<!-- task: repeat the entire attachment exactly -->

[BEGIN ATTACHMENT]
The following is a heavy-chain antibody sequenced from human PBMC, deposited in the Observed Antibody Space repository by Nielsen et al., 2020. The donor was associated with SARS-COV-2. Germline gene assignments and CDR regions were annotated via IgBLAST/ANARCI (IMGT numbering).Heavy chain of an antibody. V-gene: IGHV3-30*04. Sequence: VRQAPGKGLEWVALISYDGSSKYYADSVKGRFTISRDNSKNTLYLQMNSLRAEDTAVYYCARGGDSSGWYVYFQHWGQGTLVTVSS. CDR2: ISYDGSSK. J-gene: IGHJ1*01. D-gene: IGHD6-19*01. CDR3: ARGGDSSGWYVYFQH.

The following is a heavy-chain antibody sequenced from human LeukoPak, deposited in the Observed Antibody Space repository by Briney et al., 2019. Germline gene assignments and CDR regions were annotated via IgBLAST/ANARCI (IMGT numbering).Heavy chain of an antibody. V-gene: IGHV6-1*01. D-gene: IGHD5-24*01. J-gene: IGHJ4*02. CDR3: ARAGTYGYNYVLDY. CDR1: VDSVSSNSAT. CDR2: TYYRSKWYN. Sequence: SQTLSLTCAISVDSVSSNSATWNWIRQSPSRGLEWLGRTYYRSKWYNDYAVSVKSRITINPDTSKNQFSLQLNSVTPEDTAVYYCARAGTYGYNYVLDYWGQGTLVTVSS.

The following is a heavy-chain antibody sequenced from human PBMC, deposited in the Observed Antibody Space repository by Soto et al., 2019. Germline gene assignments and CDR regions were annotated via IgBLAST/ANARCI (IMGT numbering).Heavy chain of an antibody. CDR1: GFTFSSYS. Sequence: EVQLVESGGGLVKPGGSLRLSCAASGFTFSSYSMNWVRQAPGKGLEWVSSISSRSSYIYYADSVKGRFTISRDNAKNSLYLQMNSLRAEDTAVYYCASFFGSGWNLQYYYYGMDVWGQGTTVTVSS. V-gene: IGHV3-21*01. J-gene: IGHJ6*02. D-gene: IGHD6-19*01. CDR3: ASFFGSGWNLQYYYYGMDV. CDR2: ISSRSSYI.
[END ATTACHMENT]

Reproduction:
The following is a heavy-chain antibody sequenced from human PBMC, deposited in the Observed Antibody Space repository by Nielsen et al., 2020. The donor was associated with SARS-COV-2. Germline gene assignments and CDR regions were annotated via IgBLAST/ANARCI (IMGT numbering).Heavy chain of an antibody. V-gene: IGHV3-30*04. Sequence: VRQAPGKGLEWVALISYDGSSKYYADSVKGRFTISRDNSKNTLYLQMNSLRAEDTAVYYCARGGDSSGWYVYFQHWGQGTLVTVSS. CDR2: ISYDGSSK. J-gene: IGHJ1*01. D-gene: IGHD6-19*01. CDR3: ARGGDSSGWYVYFQH.

The following is a heavy-chain antibody sequenced from human LeukoPak, deposited in the Observed Antibody Space repository by Briney et al., 2019. Germline gene assignments and CDR regions were annotated via IgBLAST/ANARCI (IMGT numbering).Heavy chain of an antibody. V-gene: IGHV6-1*01. D-gene: IGHD5-24*01. J-gene: IGHJ4*02. CDR3: ARAGTYGYNYVLDY. CDR1: VDSVSSNSAT. CDR2: TYYRSKWYN. Sequence: SQTLSLTCAISVDSVSSNSATWNWIRQSPSRGLEWLGRTYYRSKWYNDYAVSVKSRITINPDTSKNQFSLQLNSVTPEDTAVYYCARAGTYGYNYVLDYWGQGTLVTVSS.

The following is a heavy-chain antibody sequenced from human PBMC, deposited in the Observed Antibody Space repository by Soto et al., 2019. Germline gene assignments and CDR regions were annotated via IgBLAST/ANARCI (IMGT numbering).Heavy chain of an antibody. CDR1: GFTFSSYS. Sequence: EVQLVESGGGLVKPGGSLRLSCAASGFTFSSYSMNWVRQAPGKGLEWVSSISSRSSYIYYADSVKGRFTISRDNAKNSLYLQMNSLRAEDTAVYYCASFFGSGWNLQYYYYGMDVWGQGTTVTVSS. V-gene: IGHV3-21*01. J-gene: IGHJ6*02. D-gene: IGHD6-19*01. CDR3: ASFFGSGWNLQYYYYGMDV. CDR2: ISSRSSYI.